Learn more about our initiatives:
What is pediatric palliative care?
Palliative care is commonly defined as specialized medical care for people with serious illnesses. It focuses on providing patients with relief from the symptoms and stress of a serious illness. The goal is to improve quality of life for both the patient and the family. (Learn more at GetPalliativeCare.org)
Pediatric palliative care as defined by:
Pediatric palliative care includes:
- Care for a child’s body, mind, and spirit
- Starts at the point of diagnosis and continues regardless of whether curative therapies are pursued
- The expertise of a multidisciplinary team along with family and community resources
WHO Definition of Palliative Care. World Health Organization.
Pediatric palliative care:
- Seeks to prevent and relieve the physical and emotional distress produced by a life threatening medical condition or its treatment
- Helps patients and their families live as normally as possible
- Provides timely and accurate information and support in decision-making
Institute of Medicine. When Children Die: Improving Palliative and End-of-Life Care for Children and Their Families.
“Palliative care is not about what you can or can’t have treatment-wise. And it’s not about length of time on this earth. Essentially any treatment in the medical system can be palliative; surgeries can be palliative, chemotherapy can be palliative, everything can be palliative. So to base it on what you are or aren’t doing for people is a mistake. It’s about providing an extra layer of support, about comfort and about ameliorating suffering.” – Dr. Sarah Friebert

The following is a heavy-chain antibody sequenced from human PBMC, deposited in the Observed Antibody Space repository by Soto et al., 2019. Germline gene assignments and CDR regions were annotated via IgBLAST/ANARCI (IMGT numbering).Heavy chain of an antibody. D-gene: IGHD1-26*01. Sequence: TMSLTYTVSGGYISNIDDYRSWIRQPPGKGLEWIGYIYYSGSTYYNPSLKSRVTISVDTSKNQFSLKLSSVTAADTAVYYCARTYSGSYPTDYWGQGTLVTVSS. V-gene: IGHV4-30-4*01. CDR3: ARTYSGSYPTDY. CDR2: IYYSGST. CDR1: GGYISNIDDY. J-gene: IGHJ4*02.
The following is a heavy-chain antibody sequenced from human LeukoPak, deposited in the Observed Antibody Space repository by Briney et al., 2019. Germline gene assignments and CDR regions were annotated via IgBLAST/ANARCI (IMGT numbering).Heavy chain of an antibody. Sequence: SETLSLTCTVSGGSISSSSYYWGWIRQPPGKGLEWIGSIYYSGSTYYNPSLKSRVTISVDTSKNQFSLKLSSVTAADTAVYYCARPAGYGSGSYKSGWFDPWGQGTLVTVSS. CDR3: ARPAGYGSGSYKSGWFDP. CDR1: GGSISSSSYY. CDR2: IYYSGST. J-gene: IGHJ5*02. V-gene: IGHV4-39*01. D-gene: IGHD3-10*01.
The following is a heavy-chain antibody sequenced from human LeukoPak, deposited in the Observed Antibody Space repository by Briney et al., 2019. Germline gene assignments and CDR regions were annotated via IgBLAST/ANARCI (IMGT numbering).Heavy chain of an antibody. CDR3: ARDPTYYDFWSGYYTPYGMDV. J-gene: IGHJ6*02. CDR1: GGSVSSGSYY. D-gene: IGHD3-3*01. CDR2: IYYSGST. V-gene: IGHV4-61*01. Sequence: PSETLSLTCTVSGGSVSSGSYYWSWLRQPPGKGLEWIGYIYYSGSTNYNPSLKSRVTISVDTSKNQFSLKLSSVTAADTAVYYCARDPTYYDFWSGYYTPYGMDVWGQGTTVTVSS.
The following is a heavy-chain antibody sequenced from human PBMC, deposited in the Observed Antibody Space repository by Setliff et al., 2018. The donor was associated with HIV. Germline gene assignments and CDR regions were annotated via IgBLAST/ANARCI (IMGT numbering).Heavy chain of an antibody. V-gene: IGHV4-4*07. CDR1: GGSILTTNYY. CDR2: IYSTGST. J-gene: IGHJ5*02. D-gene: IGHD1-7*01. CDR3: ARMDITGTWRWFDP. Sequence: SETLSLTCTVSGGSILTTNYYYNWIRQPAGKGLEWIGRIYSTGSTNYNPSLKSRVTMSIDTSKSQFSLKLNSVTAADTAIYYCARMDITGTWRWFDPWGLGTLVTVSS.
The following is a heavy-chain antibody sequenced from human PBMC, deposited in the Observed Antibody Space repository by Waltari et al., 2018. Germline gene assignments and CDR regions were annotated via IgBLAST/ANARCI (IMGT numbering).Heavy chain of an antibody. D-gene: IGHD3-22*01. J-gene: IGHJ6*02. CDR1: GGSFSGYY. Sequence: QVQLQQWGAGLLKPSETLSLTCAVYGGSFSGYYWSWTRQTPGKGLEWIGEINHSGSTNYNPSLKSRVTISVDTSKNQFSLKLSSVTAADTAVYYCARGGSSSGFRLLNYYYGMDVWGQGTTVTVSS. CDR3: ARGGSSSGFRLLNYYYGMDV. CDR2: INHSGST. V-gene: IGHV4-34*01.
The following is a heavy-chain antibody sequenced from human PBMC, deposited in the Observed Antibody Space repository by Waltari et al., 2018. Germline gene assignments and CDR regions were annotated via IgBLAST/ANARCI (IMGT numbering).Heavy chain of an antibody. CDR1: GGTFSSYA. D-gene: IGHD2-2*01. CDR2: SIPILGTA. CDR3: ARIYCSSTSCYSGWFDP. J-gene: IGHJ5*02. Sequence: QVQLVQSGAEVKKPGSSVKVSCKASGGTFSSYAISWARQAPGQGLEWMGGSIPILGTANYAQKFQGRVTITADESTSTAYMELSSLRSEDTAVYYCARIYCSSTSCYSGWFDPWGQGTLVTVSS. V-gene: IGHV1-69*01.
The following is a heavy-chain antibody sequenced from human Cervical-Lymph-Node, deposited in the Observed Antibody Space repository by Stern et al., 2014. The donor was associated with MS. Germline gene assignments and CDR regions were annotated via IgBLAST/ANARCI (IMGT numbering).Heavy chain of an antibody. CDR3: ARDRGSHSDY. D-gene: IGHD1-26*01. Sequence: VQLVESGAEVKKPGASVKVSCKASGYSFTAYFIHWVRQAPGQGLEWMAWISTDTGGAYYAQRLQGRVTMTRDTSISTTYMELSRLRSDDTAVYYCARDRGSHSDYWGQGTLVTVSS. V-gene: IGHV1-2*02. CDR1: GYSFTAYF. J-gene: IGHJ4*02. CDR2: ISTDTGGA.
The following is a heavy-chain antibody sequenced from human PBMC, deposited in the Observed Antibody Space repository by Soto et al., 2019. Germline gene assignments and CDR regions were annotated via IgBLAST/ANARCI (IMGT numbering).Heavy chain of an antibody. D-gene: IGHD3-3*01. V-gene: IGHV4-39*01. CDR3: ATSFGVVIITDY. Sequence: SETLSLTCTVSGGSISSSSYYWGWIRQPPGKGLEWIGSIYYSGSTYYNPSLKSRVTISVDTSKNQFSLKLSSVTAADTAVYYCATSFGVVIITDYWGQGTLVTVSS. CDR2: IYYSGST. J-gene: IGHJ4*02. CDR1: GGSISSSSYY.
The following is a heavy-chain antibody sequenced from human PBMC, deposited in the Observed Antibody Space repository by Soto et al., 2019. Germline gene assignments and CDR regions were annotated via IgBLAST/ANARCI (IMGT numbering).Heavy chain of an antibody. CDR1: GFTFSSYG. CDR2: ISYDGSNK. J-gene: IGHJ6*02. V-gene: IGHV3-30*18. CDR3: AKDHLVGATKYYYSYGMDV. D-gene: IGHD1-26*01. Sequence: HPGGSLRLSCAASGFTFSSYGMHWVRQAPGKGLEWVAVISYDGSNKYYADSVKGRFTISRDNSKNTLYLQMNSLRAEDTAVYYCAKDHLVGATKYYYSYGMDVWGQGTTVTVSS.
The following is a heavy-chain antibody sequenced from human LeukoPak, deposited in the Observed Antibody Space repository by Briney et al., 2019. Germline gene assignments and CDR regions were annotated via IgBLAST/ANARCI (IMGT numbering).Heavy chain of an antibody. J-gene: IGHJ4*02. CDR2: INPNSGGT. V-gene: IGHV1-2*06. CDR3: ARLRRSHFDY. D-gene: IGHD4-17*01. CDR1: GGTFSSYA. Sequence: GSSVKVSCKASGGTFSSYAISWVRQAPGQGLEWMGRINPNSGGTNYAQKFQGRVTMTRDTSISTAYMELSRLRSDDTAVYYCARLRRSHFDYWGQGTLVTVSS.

“Palliative care is a multidisciplinary approach to the relief of suffering in all domains (physical, psycho-social, spiritual and existential) in children, their families and their healthcare providers.” – Dr. Glen Komatsu
“Palliative care is neither diagnostic nor curative, but rather has as its goal the patient’s comfort. The use of local anesthetic cream applied to the site of venipuncture in a child and the treatment of pain in a terminal cancer patient are examples of palliative care.” – Dr. Thomas Klitzner
“Doctors typically hope for the best, but don’t plan for the worst. No child should die. But despite our wonderful medical interventions, children do die… Physicians need to have a care plan that includes palliative care and hospice as part of the treatment. They don’t necessarily have to carry out the plan but it needs to be one of the options.” – Dr. Lorry Frankel
What we do
CCCC and CHPCC work with community partners to manage programs that meet the important day-to-day needs of the kids and their families. We create opportunities for doctors, nurses, families, and community leaders to talk together about the issues that matter the most, and help professionals to get training and education they need to care for children who are chronically ill or at the end of life.
CCCC and CHPCC also educate the public and rallies support for legislative action. While we predominantly focus our efforts on California, we mentor other states across the nation seeking similar change and participate in the nationwide discussion of care for children.